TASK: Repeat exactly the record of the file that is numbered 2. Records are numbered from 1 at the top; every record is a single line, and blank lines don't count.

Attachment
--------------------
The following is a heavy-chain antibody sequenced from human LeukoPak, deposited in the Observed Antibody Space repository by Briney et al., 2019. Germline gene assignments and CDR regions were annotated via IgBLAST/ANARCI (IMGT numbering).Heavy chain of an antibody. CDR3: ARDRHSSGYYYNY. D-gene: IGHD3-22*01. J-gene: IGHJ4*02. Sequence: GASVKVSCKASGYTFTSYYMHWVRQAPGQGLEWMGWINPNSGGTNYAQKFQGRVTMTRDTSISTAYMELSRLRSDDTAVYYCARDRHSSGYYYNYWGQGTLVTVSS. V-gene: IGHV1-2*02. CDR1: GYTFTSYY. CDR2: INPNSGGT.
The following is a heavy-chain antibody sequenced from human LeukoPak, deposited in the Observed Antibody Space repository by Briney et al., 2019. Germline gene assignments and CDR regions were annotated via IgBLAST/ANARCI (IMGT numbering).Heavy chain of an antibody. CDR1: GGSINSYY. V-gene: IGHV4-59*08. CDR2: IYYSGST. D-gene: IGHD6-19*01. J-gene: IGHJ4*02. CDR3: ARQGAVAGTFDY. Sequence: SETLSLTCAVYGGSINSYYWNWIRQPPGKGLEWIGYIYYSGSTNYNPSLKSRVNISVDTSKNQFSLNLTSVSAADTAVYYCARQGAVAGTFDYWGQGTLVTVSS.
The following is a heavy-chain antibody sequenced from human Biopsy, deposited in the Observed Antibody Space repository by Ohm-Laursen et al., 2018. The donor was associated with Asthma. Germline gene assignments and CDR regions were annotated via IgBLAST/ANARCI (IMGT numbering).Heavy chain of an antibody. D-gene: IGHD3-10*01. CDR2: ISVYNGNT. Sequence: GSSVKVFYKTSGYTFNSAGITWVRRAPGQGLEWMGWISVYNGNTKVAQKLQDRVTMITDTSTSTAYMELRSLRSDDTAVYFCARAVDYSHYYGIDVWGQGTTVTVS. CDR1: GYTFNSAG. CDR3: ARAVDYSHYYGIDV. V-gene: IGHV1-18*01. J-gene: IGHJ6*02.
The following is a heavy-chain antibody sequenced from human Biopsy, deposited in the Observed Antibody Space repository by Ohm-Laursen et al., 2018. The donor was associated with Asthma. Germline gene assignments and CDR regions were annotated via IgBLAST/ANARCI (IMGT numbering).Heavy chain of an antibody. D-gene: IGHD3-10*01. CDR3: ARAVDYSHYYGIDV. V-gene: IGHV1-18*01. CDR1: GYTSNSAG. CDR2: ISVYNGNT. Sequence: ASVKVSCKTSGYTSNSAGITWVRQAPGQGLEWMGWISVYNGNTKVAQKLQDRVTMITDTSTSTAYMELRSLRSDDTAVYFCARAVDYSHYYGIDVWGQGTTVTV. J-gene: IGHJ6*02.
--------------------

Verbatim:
The following is a heavy-chain antibody sequenced from human LeukoPak, deposited in the Observed Antibody Space repository by Briney et al., 2019. Germline gene assignments and CDR regions were annotated via IgBLAST/ANARCI (IMGT numbering).Heavy chain of an antibody. CDR1: GGSINSYY. V-gene: IGHV4-59*08. CDR2: IYYSGST. D-gene: IGHD6-19*01. J-gene: IGHJ4*02. CDR3: ARQGAVAGTFDY. Sequence: SETLSLTCAVYGGSINSYYWNWIRQPPGKGLEWIGYIYYSGSTNYNPSLKSRVNISVDTSKNQFSLNLTSVSAADTAVYYCARQGAVAGTFDYWGQGTLVTVSS.